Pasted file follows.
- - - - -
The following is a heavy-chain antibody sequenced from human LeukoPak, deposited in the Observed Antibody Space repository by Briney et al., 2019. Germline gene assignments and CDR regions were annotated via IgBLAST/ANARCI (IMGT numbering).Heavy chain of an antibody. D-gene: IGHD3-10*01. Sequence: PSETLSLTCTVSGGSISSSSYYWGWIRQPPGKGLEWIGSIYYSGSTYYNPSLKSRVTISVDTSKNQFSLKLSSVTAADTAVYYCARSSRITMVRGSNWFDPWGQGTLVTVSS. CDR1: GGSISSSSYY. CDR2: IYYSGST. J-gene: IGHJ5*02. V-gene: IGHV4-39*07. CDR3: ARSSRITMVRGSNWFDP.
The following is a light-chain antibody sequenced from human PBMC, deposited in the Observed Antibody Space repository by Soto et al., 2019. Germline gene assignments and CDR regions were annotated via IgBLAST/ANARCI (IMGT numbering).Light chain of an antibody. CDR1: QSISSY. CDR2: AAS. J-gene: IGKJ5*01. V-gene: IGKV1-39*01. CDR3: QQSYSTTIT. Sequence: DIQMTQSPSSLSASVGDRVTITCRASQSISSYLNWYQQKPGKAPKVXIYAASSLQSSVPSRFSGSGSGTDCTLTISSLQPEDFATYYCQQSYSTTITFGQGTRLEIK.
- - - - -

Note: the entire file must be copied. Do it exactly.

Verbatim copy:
The following is a heavy-chain antibody sequenced from human LeukoPak, deposited in the Observed Antibody Space repository by Briney et al., 2019. Germline gene assignments and CDR regions were annotated via IgBLAST/ANARCI (IMGT numbering).Heavy chain of an antibody. D-gene: IGHD3-10*01. Sequence: PSETLSLTCTVSGGSISSSSYYWGWIRQPPGKGLEWIGSIYYSGSTYYNPSLKSRVTISVDTSKNQFSLKLSSVTAADTAVYYCARSSRITMVRGSNWFDPWGQGTLVTVSS. CDR1: GGSISSSSYY. CDR2: IYYSGST. J-gene: IGHJ5*02. V-gene: IGHV4-39*07. CDR3: ARSSRITMVRGSNWFDP.
The following is a light-chain antibody sequenced from human PBMC, deposited in the Observed Antibody Space repository by Soto et al., 2019. Germline gene assignments and CDR regions were annotated via IgBLAST/ANARCI (IMGT numbering).Light chain of an antibody. CDR1: QSISSY. CDR2: AAS. J-gene: IGKJ5*01. V-gene: IGKV1-39*01. CDR3: QQSYSTTIT. Sequence: DIQMTQSPSSLSASVGDRVTITCRASQSISSYLNWYQQKPGKAPKVXIYAASSLQSSVPSRFSGSGSGTDCTLTISSLQPEDFATYYCQQSYSTTITFGQGTRLEIK.